Change how requests are resolved to have strict order

The original implementation tries to satisfy maximum number of requests
in given priority level. This has been seen as ideal solution because
this way most of the user's requests are satisfied.
This changes this behavior to rather be strictly defined. This means
that we do not care about number of requests satisfied. We care only
about priority of request and satisfy them in order.

This also removes error raised when there was Install and Uninstall
request for same package with same priority. Now Install request is
simply preferred.

This was required because of conditions. The demonstration of this issue
can be done on two packages. Let's have package 'a' and 'b'. There are
three requests of same priority:
* To install 'a'
* To unistall 'b'
* To install 'b' with condition 'a'
The intuitive resolution is that user clearly wants to install 'a' and
not to have 'b'. The third request need not apply as there is more
accurate request to not have 'b'.
The original implementation tries to solve this by maximizing number of
satisfied requests. This has three solution, which is on its own pretty
problematic. The first solution is the intuitive one. Second solution is
to install 'a' as well as 'b'. But the third solution is to not install
any package. This is because third request can be satisfied either by
installing 'b' or by not installing 'a'. All of these solutions are
equivalent in solvers conditions as they all result in only one of the
requests to not be satisfied, thus we have no direct way to hint solver
what to do. What is even worst we even don't know what should be the
correct solution without defining additional resolution rules.

Using the new algorithm the solution for problematic request combination
is simply that we order them using our new defined rules, that is also
the order they are ordered in example. Now we take and resolve one
request at the time. We can clearly satisfy installation of 'a' and thus
first request. We can also satisfy not-installation of 'b' and thus
second request. The third request now can't be satisfied and thus
resulting in just 'a' installed.

Full order rules are described in documentation. Reasoning for them is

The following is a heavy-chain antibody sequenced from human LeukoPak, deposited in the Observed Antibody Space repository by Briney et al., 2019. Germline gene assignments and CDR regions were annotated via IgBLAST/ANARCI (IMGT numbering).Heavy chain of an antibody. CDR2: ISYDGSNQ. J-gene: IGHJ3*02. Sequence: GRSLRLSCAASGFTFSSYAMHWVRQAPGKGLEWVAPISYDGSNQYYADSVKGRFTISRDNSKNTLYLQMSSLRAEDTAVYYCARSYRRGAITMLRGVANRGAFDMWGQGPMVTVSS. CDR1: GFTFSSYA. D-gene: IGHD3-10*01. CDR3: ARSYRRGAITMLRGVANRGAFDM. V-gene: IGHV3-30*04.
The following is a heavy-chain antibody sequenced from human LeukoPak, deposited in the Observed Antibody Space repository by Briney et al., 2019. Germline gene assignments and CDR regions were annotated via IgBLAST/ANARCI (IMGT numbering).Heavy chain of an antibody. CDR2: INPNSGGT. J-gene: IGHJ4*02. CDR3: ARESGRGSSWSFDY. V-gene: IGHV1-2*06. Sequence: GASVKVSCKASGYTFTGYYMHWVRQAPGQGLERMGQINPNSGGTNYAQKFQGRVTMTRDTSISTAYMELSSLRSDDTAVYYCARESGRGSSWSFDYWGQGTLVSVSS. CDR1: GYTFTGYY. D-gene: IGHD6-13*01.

also hinted but to be complete there are also alternative orders we
could choose. The reasoning is as follows:
* We need to resolve critical packages first to make sure that all of
  them can be satisfied (so we would not close some combination by
  regular requests).
* The user specified priority has to be abided.
* The requests without condition are preferred as they clearly state
  what should happen. Conditions can have side effect such as forcing
  some specific combination to satisfy given request. This is of course
  highly undesirable as condition should control only if request is
  satisfied not to influence packages specified in condition. Given the
  nature of satisfiability solver this backward injection is just going
  to happen so we instead simply prioritize requests that have no such
* Another major change buried in these changes is that Install and
  Uninstall requests for same package no longer raise error. We prefer
  Install requests as a choice. The removal of error is because it was
  arbitrary anyway. There are simple ways Install and Unistall requests
  can be in direct collision without specifying same package name, such
  example being if package 'a' depends on 'b' and there is request to
  install 'a' and to unistall 'b'.
* The last resort order is order of definition is scripts. In the effect
  this is not that important. This affects only requests that have same
  priority, same type (install or uninstall) and both have or not have
  condition. Such requests effectively want the same thing so they
  hopefully should not collide that much in their requests.
7 jobs for fix-condition-injection in 4 minutes and 26 seconds (queued for 2 seconds)
Status Job ID Name Coverage
passed #520421


passed #520419


passed #520420


passed #520422


passed #520424


passed #520425


passed #520423